Ancient Philosophers: The Philosophy of Socrates, His Life

Classic Philosophers: The Great Thinkers of the Western World


by Jonathan Dolhenty, Ph.D.

I. The Philosophy of Socrates: Live of Socrates

Socrates was born in 470 or 469 B.C.E., in Athens, the son of Sophroniscus, a sculptor, and Phaenarete, a midwife. He first learned his father’s art, but later dedicated himself to meditation and to philosophic teaching without recompense, notwithstanding his poverty. Conscious of his vocation, which he considered to be a divine mission, he did not allow himself to be distracted by domestic preoccupations and political interests. He married an Athenian woman, Xanthippe, to whom legend attributes many strange whims. Certainly, Xanthippe was not an ideal wife, but it must be admitted that neither was Socrates an ideal husband; he forgot his domestic duties out of his extreme interest in philosophy.


Socrates did not take an active part in politics, although as a youth he had been a soldier and had saved the life of the youth Alcibiades in the battle of Mantinea. He believed that it would be better to serve his country by offering himself as an example of a most perfect man, obedient to its laws, even to the point of sacrifice, and by preparing a wise youth in opposition to that egotistic and power-crazed youth which the Sophists had turned loose upon the nation.

But Socrates’ critical and ironic attitude and the consequent education imparted by him gave rise to a general malcontent and to popular hostility and personal enmities against him, notwithstanding his probity. Socrates appears as the head of an intellectual aristocracy, opposed to the popular tyranny and even to certain reactionary elements. This hostile state of mind toward Socrates crystallized and took juridical form in the accusation formulated against him by Meletus, Anytus, and Lycon: of corrupting youth, denying the national gods, and introducing new ones in their stead.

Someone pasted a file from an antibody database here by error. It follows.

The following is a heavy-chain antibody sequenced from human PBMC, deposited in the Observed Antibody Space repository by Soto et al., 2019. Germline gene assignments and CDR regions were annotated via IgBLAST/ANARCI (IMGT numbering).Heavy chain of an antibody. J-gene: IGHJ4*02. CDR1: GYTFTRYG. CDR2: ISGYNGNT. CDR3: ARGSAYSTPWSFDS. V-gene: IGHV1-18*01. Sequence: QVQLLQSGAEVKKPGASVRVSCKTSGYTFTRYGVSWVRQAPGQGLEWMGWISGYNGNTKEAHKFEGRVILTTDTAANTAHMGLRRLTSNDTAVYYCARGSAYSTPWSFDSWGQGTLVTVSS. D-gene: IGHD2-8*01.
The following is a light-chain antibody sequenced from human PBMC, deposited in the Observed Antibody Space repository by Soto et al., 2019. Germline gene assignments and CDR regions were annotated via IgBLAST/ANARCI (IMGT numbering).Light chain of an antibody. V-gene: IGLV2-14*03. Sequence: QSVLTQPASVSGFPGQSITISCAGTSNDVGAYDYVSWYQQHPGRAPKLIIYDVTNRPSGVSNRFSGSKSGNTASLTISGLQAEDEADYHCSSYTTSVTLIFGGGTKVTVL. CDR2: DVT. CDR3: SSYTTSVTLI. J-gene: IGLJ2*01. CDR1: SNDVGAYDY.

Socrates disdained to defend himself and thus made concessions to the vanity of the judges to the point of humiliating himself before them and more or less excusing his actions. He had, before the eyes of his spirit, not an empirical acquittal for his terrestrial life but, rather, the eternal judgment of reason for immortality. He preferred death. Declared guilty by a small majority, he stood with indomitable spirit before the tribunal, and was condemned to death.

Socrates was obliged to remain in prison for a month before execution. (A law prohibited the carrying out of capital punishment during the absence of the sacred ship sent yearly to Delos.) Socrates’ disciple Crito came to him and proposed flight to his master. Socrates refused, however, declaring that he did not wish to fail at any cost in obedience to his country’s laws.

He passed his time preparing himself for death by spiritual converse with his disciples. Famous above all was his dialogue on the immortality of the soul, which must have taken place shortly before his death and which is recounted with incomparable art by Plato in the Phaedo. Socrates’ last words to his disciples, after quietly taking the deadly draught of hemlock, were: “I owe a cock to Aesculapius.” Aesculapius, the god of medicine, had delivered him from the evil of life with the gift of death. It was the year 399 B.C.E., the seventy-first of Socrates’ life.

The late Dr. Jonathan Dolhenty was the Founder and President of The Center for Applied Philosophy and the Radical Academy, and is Honorary Philosophy Editor at The Moral Liberal. The Moral Liberal has adopted these projects beginning with a republishing and preserving of all of Dr. Dolhenty’s work. “Classic Philosophers: The Great Thinkers of the Western World” was designed and organized by Jonathan Dolhenty, Ph.D. Copyright ©1992 -2011 The Radical Academy. Copyright renewed in © 2011 -2013 The Radical Academy (a project of The Moral Liberal).

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